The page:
Here are a few good articles the Collaborative Fund team came across this week.
Solar jobs are surging:
To put this all in perspective: “Solar employs slightly more workers than natural gas, over twice as many as coal, over three times that of wind energy, and almost five times the number employed in nuclear energy,” the report notes. “Only oil/petroleum has more employment (by 38%) than solar.”
Open and honest
A fascinating piece on checking scientific papers:
Statcheck had read some 50,000 published psychology papers and checked the maths behind every statistical result it encountered. In the space of 24 hours, virtually every academic active in the field in the past two decades had received an email from the program, informing them that their work had been reviewed. Nothing like this had ever been seen before: a massive, open, retroactive evaluation of scientific literature, conducted entirely by computer.
Over the top
Apple’s new campus sounds amazing. And a little absurd:
When Apple tapped general contractors Holder Construction and Rudolph & Sletten to finish the main building in 2015, one of the first orders of business was finalizing a door handle for conference rooms and offices.
After months of back and forth, construction workers presented their work to a manager from Apple’s in-house team, who turned the sample over and over in his hands. Finally, he said he felt a faint bump.
The construction team double-checked the measurements, unable to find any imperfections – down to the nanometer. Still, Apple insisted on another version.
The construction manager who was so intimately involved in the door handle did not see its completion. Down to his last day, Apple was still fiddling with the design - after a year and a half of debate.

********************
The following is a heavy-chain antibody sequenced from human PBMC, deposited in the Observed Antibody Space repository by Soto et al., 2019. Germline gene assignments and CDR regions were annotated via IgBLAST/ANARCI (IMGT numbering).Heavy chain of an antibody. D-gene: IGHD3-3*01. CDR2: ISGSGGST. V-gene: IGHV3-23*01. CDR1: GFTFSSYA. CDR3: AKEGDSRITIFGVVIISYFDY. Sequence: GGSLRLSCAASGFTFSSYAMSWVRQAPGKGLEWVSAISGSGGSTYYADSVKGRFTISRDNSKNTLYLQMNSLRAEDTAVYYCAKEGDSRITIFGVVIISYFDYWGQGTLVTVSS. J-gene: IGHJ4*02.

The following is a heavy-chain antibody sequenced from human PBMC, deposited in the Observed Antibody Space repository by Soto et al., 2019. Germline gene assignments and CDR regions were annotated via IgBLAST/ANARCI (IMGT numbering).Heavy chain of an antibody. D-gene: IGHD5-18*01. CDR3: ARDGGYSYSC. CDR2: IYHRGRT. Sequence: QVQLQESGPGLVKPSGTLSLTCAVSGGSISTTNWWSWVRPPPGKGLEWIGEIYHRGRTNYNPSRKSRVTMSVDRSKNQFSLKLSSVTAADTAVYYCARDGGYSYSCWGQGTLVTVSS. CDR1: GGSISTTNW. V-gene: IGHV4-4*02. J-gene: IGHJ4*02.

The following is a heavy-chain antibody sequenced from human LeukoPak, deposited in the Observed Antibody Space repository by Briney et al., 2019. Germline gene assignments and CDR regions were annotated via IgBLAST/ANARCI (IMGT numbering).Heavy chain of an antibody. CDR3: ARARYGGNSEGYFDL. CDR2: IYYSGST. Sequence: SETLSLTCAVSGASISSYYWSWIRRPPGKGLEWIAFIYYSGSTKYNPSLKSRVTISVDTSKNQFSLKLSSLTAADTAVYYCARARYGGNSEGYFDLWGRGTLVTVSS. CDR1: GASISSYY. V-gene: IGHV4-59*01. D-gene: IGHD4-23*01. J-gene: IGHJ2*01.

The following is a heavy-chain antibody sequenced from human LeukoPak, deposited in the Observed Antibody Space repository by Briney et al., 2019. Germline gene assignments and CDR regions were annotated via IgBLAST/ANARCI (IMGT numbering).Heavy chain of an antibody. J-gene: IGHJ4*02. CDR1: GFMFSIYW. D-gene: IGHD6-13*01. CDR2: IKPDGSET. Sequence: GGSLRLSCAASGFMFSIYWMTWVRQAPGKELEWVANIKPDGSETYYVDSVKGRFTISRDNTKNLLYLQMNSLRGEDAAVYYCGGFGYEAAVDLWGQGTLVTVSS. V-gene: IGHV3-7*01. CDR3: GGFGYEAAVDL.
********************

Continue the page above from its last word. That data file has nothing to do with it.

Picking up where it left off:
A lot of separating luck from skill comes down to consistency:
Here’s a simple way to separate luck from skill: If each of the 7.2 billion people on the planet flipped a coin, we should expect one lucky person would land on the same side of the coin 33 times. Flipping a coin 80 times and landing on the same side every time, the odds of that happening are 0.000000000000000000000082718%, one in I literally don’t even know how to calculate this. Jack Schwager once said of Thorp’s remarkable performance: “the odds of his track record being luck are one million times less than the odds of picking a random atom in the entire mass of the earth, and then picking that same atom a second time.”
This is a great piece on what to look out for:
Between intermediaries, assistants, and various other “helpers,” it can become challenging to get a clear picture of reality. We get suspicious when others are always answering questions, explaining the situation, or making excuses. We want partners who are forthright and accessible. If we can’t get access to the executive, how could a lower-tier employee with a critical message?
I had no idea the orange industry was in such turmoil:
Per-capita consumption of orange juice in the U.S. has almost halved in the past 12 years, dropping to 2.6 gallons in the year that ended Sept. 30, from 4.9 gallons in the year ended Sept. 30, 2004. Florida orange-juice production is down by nearly 70% to 445 million gallons over the same period.
Have a good weekend.